Schools Try Economic Integration
May 8, 2003
Cambridge, Mass., has joined a small but growing movement to use income, not race, as a primary factor in assigning students to schools. School officials hope that adding a small number of middle-class students to poorer schools will have a powerful impact on improving achievement for all the school's children.
Cambridge's goal in turning to economic integration is twofold: raising the academic performance of students and achieving racial balance without resorting to race-based formulas that are increasingly being rejected by federal courts.
- In addition to Cambridge, school districts in Wake County and Charlotte-Mecklenburg, N.C.; South Orange-Maplewood, N.J.; Manchester, Conn.; St. Lucie County, Fla.; and San Francisco have adopted economic integration plans in recent years.
- In LaCrosse, Wis., the first district to endorse economic integration in the early 1990s, scores have risen, and the district has a very low dropout rate despite a relatively high poverty rate.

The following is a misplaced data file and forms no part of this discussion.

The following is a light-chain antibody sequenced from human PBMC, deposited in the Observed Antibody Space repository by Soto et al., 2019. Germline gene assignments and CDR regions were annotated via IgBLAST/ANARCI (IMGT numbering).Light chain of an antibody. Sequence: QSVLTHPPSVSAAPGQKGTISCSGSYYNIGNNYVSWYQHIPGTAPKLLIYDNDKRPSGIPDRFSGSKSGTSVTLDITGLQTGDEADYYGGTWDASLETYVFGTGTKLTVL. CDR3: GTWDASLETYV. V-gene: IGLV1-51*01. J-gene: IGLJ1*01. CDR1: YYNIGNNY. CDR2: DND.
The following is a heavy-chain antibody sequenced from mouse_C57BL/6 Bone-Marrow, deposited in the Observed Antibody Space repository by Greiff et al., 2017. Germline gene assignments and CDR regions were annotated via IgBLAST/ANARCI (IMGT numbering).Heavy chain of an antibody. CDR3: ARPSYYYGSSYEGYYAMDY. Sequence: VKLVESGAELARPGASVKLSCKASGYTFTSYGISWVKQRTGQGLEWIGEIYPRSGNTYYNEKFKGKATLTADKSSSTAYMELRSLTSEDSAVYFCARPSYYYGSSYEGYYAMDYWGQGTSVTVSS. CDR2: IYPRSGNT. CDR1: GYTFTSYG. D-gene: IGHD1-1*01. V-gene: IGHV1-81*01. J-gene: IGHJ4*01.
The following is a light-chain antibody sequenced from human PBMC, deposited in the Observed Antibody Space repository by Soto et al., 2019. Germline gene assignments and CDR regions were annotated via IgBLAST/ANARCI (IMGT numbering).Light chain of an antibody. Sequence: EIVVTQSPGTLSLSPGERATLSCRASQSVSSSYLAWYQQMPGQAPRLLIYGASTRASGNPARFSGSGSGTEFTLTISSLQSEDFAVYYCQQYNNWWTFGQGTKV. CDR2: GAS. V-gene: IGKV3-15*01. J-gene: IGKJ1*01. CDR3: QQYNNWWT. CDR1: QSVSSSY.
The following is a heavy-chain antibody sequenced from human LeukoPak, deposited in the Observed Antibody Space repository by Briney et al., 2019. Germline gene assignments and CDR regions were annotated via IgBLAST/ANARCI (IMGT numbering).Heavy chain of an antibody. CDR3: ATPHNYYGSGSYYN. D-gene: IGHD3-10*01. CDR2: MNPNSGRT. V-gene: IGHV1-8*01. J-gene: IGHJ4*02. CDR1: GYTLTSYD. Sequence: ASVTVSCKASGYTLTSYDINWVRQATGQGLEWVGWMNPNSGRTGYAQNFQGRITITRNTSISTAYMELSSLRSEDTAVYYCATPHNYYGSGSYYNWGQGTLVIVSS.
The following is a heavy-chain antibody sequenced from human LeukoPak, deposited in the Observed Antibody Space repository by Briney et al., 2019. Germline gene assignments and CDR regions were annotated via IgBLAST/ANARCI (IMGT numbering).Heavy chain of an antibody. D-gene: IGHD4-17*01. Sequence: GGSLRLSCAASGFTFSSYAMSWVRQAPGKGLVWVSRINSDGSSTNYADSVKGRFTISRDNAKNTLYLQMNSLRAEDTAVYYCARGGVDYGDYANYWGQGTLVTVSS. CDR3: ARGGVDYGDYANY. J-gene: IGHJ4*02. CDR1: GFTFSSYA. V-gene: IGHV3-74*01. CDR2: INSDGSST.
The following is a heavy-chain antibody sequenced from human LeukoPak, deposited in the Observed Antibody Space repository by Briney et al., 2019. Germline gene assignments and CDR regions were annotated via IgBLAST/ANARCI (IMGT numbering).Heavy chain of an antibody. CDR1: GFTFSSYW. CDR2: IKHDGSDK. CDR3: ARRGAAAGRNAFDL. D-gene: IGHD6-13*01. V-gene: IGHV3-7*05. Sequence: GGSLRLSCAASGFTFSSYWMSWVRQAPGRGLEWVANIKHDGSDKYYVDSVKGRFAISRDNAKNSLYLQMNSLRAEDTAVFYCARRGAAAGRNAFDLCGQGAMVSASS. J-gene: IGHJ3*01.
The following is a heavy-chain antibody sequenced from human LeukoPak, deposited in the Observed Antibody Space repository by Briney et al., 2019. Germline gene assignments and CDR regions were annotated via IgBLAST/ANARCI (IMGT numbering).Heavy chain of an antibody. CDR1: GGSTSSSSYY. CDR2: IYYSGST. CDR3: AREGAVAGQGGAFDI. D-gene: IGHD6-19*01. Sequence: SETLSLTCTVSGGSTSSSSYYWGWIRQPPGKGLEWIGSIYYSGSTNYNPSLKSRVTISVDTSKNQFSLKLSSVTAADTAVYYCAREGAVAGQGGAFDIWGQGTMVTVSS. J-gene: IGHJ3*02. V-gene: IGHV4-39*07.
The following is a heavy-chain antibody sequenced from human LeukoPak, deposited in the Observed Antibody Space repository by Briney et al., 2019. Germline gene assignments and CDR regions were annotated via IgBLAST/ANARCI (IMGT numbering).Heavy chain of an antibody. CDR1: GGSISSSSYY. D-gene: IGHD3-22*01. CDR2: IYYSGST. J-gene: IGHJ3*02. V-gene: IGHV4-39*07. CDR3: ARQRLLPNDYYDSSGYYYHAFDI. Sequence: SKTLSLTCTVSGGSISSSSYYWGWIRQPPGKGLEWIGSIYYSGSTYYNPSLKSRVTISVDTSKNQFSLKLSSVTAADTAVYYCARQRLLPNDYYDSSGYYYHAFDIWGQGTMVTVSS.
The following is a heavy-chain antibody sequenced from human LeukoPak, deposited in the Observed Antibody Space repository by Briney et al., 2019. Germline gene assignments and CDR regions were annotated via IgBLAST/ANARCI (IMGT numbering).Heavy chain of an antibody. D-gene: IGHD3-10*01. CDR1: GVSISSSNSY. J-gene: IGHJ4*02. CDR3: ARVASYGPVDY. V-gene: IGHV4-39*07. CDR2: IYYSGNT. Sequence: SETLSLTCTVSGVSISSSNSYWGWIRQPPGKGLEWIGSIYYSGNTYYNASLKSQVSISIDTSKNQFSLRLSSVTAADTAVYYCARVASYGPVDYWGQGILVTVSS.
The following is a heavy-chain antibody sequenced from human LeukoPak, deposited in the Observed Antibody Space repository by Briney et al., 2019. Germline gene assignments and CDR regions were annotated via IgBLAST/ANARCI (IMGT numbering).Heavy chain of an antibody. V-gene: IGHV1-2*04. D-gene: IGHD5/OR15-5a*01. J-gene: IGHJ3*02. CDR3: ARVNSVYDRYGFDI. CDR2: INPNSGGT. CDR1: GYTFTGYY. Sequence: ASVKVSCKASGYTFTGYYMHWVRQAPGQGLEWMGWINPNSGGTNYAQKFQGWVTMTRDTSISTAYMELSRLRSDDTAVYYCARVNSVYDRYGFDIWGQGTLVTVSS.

- Proponents of economic integration say there is ample evidence that all children learn better at schools where middle-class students are in the majority.
"While there are a handful of exceptions, in general high-poverty schools don't work," said Richard D. Kahlenberg, an educational researcher.
But critics say that the way to help low-income students make educational gains has to be more effective teaching -- not moving children around. "There's something wrong with the assumption that if you've got too many low-income kids in a classroom, you can't teach them," said Abigail Thernstrom, a senior fellow at the Manhattan Institute who has extensively researched race and education. "My response to that is: No excuses. Start to educate the kids."
Source: Sara Rimer, "Cambridge Schools Try Integration by Income," New York Times, May 8, 2003.
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